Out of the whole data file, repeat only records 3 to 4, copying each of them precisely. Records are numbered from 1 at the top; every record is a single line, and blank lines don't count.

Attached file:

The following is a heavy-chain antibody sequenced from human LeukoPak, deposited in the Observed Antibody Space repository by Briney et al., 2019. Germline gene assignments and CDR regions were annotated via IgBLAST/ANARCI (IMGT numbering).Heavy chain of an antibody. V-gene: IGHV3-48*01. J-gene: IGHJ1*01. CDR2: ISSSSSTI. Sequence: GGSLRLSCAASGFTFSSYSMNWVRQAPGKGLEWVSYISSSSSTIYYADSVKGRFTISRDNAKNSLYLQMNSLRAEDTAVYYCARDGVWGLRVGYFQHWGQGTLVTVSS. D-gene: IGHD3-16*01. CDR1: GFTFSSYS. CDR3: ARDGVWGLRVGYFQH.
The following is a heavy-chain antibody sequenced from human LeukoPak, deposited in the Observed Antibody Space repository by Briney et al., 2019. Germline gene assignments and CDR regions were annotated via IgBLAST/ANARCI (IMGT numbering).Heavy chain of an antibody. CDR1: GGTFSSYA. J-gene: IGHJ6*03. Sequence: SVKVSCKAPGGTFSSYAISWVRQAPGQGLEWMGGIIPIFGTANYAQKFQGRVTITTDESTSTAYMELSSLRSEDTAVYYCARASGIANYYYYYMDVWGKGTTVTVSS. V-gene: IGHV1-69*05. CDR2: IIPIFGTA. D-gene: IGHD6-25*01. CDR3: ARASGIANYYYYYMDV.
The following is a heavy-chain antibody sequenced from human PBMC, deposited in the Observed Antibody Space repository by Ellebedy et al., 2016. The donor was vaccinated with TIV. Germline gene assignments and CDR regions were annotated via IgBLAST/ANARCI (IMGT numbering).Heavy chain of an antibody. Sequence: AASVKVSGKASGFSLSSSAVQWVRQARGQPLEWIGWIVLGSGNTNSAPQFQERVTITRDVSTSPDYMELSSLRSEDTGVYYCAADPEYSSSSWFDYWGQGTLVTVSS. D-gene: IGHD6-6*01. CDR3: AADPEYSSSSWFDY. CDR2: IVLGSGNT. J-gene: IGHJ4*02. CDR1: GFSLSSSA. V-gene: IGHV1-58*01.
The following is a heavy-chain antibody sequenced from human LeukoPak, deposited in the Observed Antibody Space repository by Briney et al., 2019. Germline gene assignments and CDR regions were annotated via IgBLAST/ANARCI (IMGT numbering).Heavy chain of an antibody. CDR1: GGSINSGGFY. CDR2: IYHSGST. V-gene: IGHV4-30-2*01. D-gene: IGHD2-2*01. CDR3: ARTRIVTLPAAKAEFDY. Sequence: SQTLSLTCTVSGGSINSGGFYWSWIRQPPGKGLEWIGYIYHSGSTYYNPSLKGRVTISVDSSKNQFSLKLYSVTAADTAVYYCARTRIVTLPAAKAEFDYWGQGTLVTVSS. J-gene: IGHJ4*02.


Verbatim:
The following is a heavy-chain antibody sequenced from human PBMC, deposited in the Observed Antibody Space repository by Ellebedy et al., 2016. The donor was vaccinated with TIV. Germline gene assignments and CDR regions were annotated via IgBLAST/ANARCI (IMGT numbering).Heavy chain of an antibody. Sequence: AASVKVSGKASGFSLSSSAVQWVRQARGQPLEWIGWIVLGSGNTNSAPQFQERVTITRDVSTSPDYMELSSLRSEDTGVYYCAADPEYSSSSWFDYWGQGTLVTVSS. D-gene: IGHD6-6*01. CDR3: AADPEYSSSSWFDY. CDR2: IVLGSGNT. J-gene: IGHJ4*02. CDR1: GFSLSSSA. V-gene: IGHV1-58*01.
The following is a heavy-chain antibody sequenced from human LeukoPak, deposited in the Observed Antibody Space repository by Briney et al., 2019. Germline gene assignments and CDR regions were annotated via IgBLAST/ANARCI (IMGT numbering).Heavy chain of an antibody. CDR1: GGSINSGGFY. CDR2: IYHSGST. V-gene: IGHV4-30-2*01. D-gene: IGHD2-2*01. CDR3: ARTRIVTLPAAKAEFDY. Sequence: SQTLSLTCTVSGGSINSGGFYWSWIRQPPGKGLEWIGYIYHSGSTYYNPSLKGRVTISVDSSKNQFSLKLYSVTAADTAVYYCARTRIVTLPAAKAEFDYWGQGTLVTVSS. J-gene: IGHJ4*02.